Michael Deacon, parliamentary sketchwriter for The Daily Telegraph, summarised the core message of post-truth politics as "Facts are negative. Facts are pessimistic. Facts are unpatriotic." He added that post-truth politics can also include a claimed rejection of partisanship and negative campaigning.[27] In this context, campaigners can push a utopian "positive campaign" to which rebuttals can be dismissed as smears and scaremongering and opposition as partisan.[19][27]

In its most extreme mode, post-truth politics can make use of conspiracism.[28][29] In this form of post-truth politics, false rumors (such as the "birther" or "Muslim" conspiracy theories about Barack Obama) become major news topics.[30] In the case of the "pizzagate" conspiracy, this resulted in a man entering the Comet Ping Pong pizzeria and firing an AR-15 rifle.[31]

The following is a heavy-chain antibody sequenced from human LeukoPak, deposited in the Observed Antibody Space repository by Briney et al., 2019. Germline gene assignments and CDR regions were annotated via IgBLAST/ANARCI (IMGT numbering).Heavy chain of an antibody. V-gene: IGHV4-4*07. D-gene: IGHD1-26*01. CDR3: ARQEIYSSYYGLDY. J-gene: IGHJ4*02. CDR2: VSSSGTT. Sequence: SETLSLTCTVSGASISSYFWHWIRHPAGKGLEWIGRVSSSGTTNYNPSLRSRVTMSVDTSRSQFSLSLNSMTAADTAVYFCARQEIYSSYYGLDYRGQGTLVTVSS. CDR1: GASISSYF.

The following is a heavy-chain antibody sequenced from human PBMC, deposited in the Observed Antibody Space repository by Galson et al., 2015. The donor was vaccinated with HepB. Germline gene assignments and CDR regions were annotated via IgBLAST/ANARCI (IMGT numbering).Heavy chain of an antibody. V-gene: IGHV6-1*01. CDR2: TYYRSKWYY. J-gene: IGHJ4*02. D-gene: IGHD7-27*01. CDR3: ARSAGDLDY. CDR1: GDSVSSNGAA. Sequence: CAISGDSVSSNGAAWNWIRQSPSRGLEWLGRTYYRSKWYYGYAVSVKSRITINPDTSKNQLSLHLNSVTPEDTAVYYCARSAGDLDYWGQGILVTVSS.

In contrast to simply telling untruths, writers such as Jack Holmes of Esquire describe the process as something different, with Holmes putting it as: "So, if you don't know what's true, you can say whatever you want and it's not a lie".[2]

Drivers[edit]